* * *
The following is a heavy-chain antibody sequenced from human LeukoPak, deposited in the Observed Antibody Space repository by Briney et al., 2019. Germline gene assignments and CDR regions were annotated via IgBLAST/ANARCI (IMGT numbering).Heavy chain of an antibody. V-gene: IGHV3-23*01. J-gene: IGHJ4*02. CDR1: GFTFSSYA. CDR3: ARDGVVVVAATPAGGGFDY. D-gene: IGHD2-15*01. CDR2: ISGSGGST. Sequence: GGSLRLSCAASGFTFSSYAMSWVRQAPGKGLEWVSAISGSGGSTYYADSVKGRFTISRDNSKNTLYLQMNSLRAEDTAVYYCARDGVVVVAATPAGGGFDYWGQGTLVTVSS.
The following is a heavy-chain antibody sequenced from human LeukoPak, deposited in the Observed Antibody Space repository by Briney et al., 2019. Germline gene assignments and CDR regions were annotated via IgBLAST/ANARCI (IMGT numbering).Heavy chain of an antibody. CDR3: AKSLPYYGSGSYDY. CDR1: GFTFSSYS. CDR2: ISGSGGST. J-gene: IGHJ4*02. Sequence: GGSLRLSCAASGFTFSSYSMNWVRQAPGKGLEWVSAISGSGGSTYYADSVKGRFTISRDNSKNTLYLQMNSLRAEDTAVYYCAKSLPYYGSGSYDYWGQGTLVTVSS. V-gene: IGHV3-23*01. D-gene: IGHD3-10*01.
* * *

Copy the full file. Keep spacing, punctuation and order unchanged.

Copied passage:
The following is a heavy-chain antibody sequenced from human LeukoPak, deposited in the Observed Antibody Space repository by Briney et al., 2019. Germline gene assignments and CDR regions were annotated via IgBLAST/ANARCI (IMGT numbering).Heavy chain of an antibody. V-gene: IGHV3-23*01. J-gene: IGHJ4*02. CDR1: GFTFSSYA. CDR3: ARDGVVVVAATPAGGGFDY. D-gene: IGHD2-15*01. CDR2: ISGSGGST. Sequence: GGSLRLSCAASGFTFSSYAMSWVRQAPGKGLEWVSAISGSGGSTYYADSVKGRFTISRDNSKNTLYLQMNSLRAEDTAVYYCARDGVVVVAATPAGGGFDYWGQGTLVTVSS.
The following is a heavy-chain antibody sequenced from human LeukoPak, deposited in the Observed Antibody Space repository by Briney et al., 2019. Germline gene assignments and CDR regions were annotated via IgBLAST/ANARCI (IMGT numbering).Heavy chain of an antibody. CDR3: AKSLPYYGSGSYDY. CDR1: GFTFSSYS. CDR2: ISGSGGST. J-gene: IGHJ4*02. Sequence: GGSLRLSCAASGFTFSSYSMNWVRQAPGKGLEWVSAISGSGGSTYYADSVKGRFTISRDNSKNTLYLQMNSLRAEDTAVYYCAKSLPYYGSGSYDYWGQGTLVTVSS. V-gene: IGHV3-23*01. D-gene: IGHD3-10*01.